Thursday, April 21, 2011

Who's the Boss? (Medieval Edition)

In spite of my total lack of knowledge of the book series, I found myself pretty excited for HBO's adaptation of George R. R. Martin's multi-volume epic Game of Thrones. As it turns out, the excitement was well-warranted. Unfortunately, my unfamiliarity with the books and the massive breadth covered by the first episode means that this review is easily going to be one of the hardest I've ever written. Not life-in-the-world-of-the-show hard, of course, but that's a rather high, rather blood-soaked bar.

The first episode was essentially three shows in one, with the narrative focusing on several separate peoples and places. Add to that the fact that within each of these locales there exists a complicated web of allies and enemies, a thousand-year-old Redwood of a family tree, half and full siblings galore, and sexual pairings that span from contractual to incestuous. It's a lot to process and there's really no chance that I'll be able to do it full justice. As such, below are mostly generalities and musings because I'll be damned if I can remember everyone's name or family relationship. I honestly have a pretty good understanding of the structure of everything, so it's more a matter of spelling people's names and remember which kingdom they're from.

I had an unexpected reaction to Game of Thrones. I mean, I thoroughly enjoyed it, but there were certain aspects that were off-putting, as I'll explain later on (and surprisingly, the incest wasn't one of those aspects). It's a truly grand production with incredible sets and locations, a cast of hundreds (it seems), and a budget to rival many Hollywood feature films. At this point in the story there are at least three seemingly disparate narratives going on, but it's clear that they'll begin to intersect as the battle for control reaches a head. The world created is rich and diverse with each culture exhibiting its own qualities and values. In short, there's a cold, wintry land to the North where a wall is in place to protect the country from outsiders (and hopefully all manner of pseudo-supernatural elements). To the South is the home of the Stark family (at least I think that's where the lived... I'm not sure where the Lannisters hail from, but apparently it ain't where the Starks are from), a green landscape with old growth forests that most closely resembles Medieval Britain. Then there's a warm Mediterranean location inhabited by extras from Mad Max (but, you know, on horseback) and a pair of exiled siblings who are eager to return to their homeland and reclaim the throne (theirs are the names I'm having the hardest time remembering). Each of these places has its own tone and texture and is home to numerous characters. It's a lot to take in in only an hour, but for the most part, the producers did a hell of a job conveying the harsh realities of each of these worlds in as economic a fashion as possible. It would be way too difficult and time-consuming to enumerate all the wonderful aspects of the show, so just assume it was excellent overall.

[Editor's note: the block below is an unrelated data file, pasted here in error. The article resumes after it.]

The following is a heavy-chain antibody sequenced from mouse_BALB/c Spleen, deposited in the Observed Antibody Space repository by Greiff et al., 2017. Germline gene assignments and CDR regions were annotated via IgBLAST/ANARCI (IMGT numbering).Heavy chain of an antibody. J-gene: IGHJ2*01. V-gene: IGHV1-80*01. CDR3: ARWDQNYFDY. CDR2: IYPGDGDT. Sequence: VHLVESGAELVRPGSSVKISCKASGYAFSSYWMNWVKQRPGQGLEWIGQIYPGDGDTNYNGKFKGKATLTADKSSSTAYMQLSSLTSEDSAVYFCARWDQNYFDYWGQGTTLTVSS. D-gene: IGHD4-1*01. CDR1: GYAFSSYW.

That said, I think the constraints of telling a story on television rather than in a lengthy novel were the root of the few issues I had with the show. Each of these places and families was easily interesting enough to have their own show, so to see their narratives chopped up into thirds was a little unsatisfying. I'm sure once these stories begin to overlap the transitions back and forth will seem more fluid, but with only the first episode, it felt more like I would get sucked into one storyline only to be transported across the sea to an entirely different group of people who, at this point, have absolutely nothing to do with the people I was just watching. I think my dissatisfaction with this aspect has more to do with me than anything else. I love a good, slow burn, and I'm more than happy to allow for set-up, but I found certain storylines more intriguing than others, so to be pulled away from one and tossed back into the other was mildly irksome. By the end of the pilot I was invested in all aspects of every locale, but with only an hour to work with, none of them seemed to be given their due. I suppose when it all boils down, I would have preferred that each family be afforded an hour of their own, but I'm sure the splicing will grow on me as the show progresses.